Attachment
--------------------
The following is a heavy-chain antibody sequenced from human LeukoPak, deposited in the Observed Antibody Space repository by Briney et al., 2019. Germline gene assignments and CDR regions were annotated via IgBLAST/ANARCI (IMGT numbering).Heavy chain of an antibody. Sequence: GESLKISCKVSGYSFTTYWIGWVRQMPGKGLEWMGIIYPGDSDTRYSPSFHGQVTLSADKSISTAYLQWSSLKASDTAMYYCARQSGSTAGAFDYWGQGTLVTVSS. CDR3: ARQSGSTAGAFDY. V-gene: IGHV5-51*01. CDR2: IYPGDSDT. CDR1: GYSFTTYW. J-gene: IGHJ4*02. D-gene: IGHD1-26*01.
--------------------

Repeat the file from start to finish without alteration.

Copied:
The following is a heavy-chain antibody sequenced from human LeukoPak, deposited in the Observed Antibody Space repository by Briney et al., 2019. Germline gene assignments and CDR regions were annotated via IgBLAST/ANARCI (IMGT numbering).Heavy chain of an antibody. Sequence: GESLKISCKVSGYSFTTYWIGWVRQMPGKGLEWMGIIYPGDSDTRYSPSFHGQVTLSADKSISTAYLQWSSLKASDTAMYYCARQSGSTAGAFDYWGQGTLVTVSS. CDR3: ARQSGSTAGAFDY. V-gene: IGHV5-51*01. CDR2: IYPGDSDT. CDR1: GYSFTTYW. J-gene: IGHJ4*02. D-gene: IGHD1-26*01.